“Help pay the band. It’s a nice thing to do,” he said. “Otherwise it comes from the till. Oh, and buy a book, too.”
The audience rose, some immediately heading for the jar, jamming the suggested 10 bucks through its top while others milled around bottles of white and red wine next to shelves of non-fiction books. Still others squeezed through the crowd and walked out side, some to light a smoke, others to grab the ear of a relaxing musician. Still others inched up to Whittington, who stood behind his counter, and handed him a book or two to tote up.
Just another Friday night of music and community at Glen Park’s treasured bookstore.
Recently, on May 15, Whittington had to pony up $416 to the City for an entertainment license, which he’s not quibbling about since he’s served up on average 150 concerts a year if you count his Saturday and Sunday gigs along with his Friday shows.
Factor in his author talks, his poetry readings and now his son, Jack Whittington’s fine arts Gallery Ex Libris, whose current show “The Death of the Book” runs through mid-June, and Whittington’s not picking any fights with City Hall.
He has, however, 30 days before he must return to Civic Center for a routine hearing on June 16, which is enough time for his legions of loyal customers to write or call the powers-at-be and spill the beans to officialdom, enlightening them as to what a neighborhood resource his bookstore has become.
The set break over, the jazz players began separating from their fans and friends and trickled back to the stage.
Taking the microphone, Whittington greeted them. Turning, he faced the audience.
“It’s time to get Dorothy up here,” he said.
The audience gave it up for familiar chanteuse Dorothy Lefkovits, who began singing with drummer Jimmy Ryan’s ensemble.

Jazz chanteuse, Dorothy Lefkovits

Jazz chanteuse, Dorothy Lefkovits

Lefkovits stepped to the stage, her set list of three songs rehearsed. Each tune was familiar to anyone who’d ever tuned into KJAZ and still listens to KCSM.
Lefkovits is a master of the American Songbook, and her take on the venerable “Teach Me Tonight,” “Them There Eyes,” and “It Had To Be You” can still be heard today on radio shows with names such as Dinner Jazz and The Jazz Oasis.
Her performance over, Lefkovits left the stage with a helping hand from Rick Elmore and regained her chair among Whittington’s stacks of books.
The band continued playing for another 40 minutes or so. As he’d done earlier in the evening, Eric Whittington took the mic, introducing each player.
“That’s our show for tonight,” he told the audience. “Keep coming and there’ll be 16 more years of Friday night jazz.”
The audience clapped with sustained applause.
From the stage, his guitar resting against a shelf of travel books, Scott Foster got in the last word.
“Can we do it again for Eric,” he said, “for giving us the 16 years.”
Bird and Beckett’s audience applauded even louder. Indeed, it couldn’t have been sweeter.

Dorothy Lefkovits looking over lyrics.

Dorothy Lefkovits looking over lyrics.

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Report: Glen Park Association and Business Association meeting with SFMTA about intersection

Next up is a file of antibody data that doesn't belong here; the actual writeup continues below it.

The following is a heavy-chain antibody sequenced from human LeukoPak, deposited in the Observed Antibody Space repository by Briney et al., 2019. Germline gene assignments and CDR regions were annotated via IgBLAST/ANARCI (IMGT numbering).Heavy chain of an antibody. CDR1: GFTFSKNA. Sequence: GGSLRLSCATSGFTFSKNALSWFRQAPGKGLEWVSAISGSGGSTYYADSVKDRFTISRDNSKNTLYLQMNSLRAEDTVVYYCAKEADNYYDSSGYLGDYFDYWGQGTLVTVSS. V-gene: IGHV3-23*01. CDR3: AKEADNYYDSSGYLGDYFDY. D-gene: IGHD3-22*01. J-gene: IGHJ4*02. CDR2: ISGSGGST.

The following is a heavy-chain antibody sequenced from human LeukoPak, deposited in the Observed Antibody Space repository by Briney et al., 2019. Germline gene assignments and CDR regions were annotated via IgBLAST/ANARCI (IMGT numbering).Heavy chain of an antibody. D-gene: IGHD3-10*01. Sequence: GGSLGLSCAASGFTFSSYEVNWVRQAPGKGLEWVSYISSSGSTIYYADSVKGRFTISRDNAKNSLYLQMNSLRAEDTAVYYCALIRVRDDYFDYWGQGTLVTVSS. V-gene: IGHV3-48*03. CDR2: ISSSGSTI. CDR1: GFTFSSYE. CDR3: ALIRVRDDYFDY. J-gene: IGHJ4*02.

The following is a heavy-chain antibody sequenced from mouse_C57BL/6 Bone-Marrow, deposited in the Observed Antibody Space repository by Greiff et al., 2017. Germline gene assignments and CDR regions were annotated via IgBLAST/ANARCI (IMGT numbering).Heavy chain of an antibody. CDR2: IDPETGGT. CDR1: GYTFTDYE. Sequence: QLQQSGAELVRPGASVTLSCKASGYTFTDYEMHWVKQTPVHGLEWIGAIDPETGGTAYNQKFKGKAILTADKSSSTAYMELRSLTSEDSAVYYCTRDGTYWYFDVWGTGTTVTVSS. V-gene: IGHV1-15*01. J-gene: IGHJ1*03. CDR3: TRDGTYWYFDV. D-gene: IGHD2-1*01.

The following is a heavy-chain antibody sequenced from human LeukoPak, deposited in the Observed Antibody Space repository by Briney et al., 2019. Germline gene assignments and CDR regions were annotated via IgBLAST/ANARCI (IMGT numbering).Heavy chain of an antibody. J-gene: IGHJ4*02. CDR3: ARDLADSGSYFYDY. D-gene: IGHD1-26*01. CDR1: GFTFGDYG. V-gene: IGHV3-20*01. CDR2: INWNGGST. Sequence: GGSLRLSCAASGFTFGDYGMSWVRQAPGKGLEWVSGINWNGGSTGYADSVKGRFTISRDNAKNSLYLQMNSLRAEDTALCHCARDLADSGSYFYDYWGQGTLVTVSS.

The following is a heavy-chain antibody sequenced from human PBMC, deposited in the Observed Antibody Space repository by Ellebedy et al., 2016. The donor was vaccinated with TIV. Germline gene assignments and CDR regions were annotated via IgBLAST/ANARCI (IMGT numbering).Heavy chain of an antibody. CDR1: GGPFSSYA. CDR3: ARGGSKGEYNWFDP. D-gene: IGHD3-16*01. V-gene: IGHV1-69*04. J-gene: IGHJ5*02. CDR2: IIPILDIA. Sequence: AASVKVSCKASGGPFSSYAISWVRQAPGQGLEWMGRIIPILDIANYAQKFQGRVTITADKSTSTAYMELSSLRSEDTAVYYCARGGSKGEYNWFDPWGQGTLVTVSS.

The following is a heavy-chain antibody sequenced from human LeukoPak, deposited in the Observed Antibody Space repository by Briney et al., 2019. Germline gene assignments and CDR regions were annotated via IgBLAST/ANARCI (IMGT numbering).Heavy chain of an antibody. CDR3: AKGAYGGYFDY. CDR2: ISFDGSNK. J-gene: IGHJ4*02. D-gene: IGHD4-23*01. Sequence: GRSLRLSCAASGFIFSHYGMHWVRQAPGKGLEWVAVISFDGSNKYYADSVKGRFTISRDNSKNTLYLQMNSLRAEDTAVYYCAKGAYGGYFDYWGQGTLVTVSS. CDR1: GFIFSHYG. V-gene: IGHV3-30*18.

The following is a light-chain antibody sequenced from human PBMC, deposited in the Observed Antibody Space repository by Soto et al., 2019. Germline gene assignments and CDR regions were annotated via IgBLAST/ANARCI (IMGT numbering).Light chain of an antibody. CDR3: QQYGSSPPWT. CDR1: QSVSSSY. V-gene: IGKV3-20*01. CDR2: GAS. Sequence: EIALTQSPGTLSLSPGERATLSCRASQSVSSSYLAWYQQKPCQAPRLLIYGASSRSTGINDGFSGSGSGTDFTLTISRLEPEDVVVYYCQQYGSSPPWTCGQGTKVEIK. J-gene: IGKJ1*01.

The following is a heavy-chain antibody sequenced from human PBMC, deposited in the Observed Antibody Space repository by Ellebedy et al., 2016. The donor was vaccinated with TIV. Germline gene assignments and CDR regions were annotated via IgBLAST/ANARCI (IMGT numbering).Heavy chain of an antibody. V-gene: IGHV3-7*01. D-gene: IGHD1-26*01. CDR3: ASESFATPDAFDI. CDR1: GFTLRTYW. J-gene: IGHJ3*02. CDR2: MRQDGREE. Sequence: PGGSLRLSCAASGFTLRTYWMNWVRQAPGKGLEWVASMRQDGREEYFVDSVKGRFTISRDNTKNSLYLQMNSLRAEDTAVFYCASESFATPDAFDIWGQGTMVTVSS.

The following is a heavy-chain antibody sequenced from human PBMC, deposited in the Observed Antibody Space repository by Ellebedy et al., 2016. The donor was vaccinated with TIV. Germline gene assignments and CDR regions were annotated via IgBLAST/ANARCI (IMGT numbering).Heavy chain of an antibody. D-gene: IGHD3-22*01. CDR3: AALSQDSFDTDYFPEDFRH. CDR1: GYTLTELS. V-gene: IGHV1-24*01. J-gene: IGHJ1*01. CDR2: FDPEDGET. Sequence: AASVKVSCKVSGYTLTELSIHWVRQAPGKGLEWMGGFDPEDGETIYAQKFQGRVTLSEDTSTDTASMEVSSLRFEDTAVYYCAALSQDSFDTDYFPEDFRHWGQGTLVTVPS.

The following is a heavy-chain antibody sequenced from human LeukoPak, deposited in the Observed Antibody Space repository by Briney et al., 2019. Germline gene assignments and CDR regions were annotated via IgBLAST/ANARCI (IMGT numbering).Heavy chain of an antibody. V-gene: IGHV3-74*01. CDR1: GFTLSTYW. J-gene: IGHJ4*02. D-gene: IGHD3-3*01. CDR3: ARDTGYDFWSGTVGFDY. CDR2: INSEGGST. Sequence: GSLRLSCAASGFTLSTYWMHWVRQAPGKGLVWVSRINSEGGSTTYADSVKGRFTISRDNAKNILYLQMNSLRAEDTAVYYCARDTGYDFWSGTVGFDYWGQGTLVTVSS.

Members of the GPA and GPMA are continuing to meet with SFMTA in response to concerns about street construction in the neighborhood. Tuesday’s meeting with traffic engineer Damon Curtis and project planner David Greenway gives us this update:

1. In response to community concerns, there will now be a “protected/permissive light” for northbound Diamond. (That means first it’s a green arrow, then it’s a plain green light and you have to yield to oncoming traffic if you’re turning left.) Northbound and southbound Diamond cannot take simultaneous protected lefts because they aren’t lined up well with each other and cars would have to jockey in a weird way. (see note below)

(The existing protected left off Bosworth going south on Diamond will remain.)

2. The light phasing at this intersection was originally 75 seconds. In the first iteration of this plan, the phasing would have gone to 90. Now with the protected left, it will be 110. At some point they’ll likely signalize Arlington and Lyell on Bosworth, so they can’t just lengthen the signal to something totally unusual.

3. NOTE: Damon will check if it’s feasible to switch the protected left on Diamond to be southbound for evening to accommodate rush hour traffic. He’ll also check again to see if simultaneous turning can be achieved.

4. Three parking spots on the west side of Diamond between Kern and Bosworth are being removed because the only other lane on that street is a dedicated left, and you need one lane for folks going straight or turning right.

5. San Jose Avenue
Phase II of the pilot project will start June 2/3. Phase 2 reduces the number of exit lanes off 280. Currently there are 2. Phase 2 will mean one exit off 280, as it existed before the Loma Prieta earthquake. In response to our concerns, SFMTA promised to host a meeting for Bernal Heights, Glen Park and Upper Noe neighbors to update them on the project (ultimate goal of the project is to reduce speeds of cars on San Jose Avenue).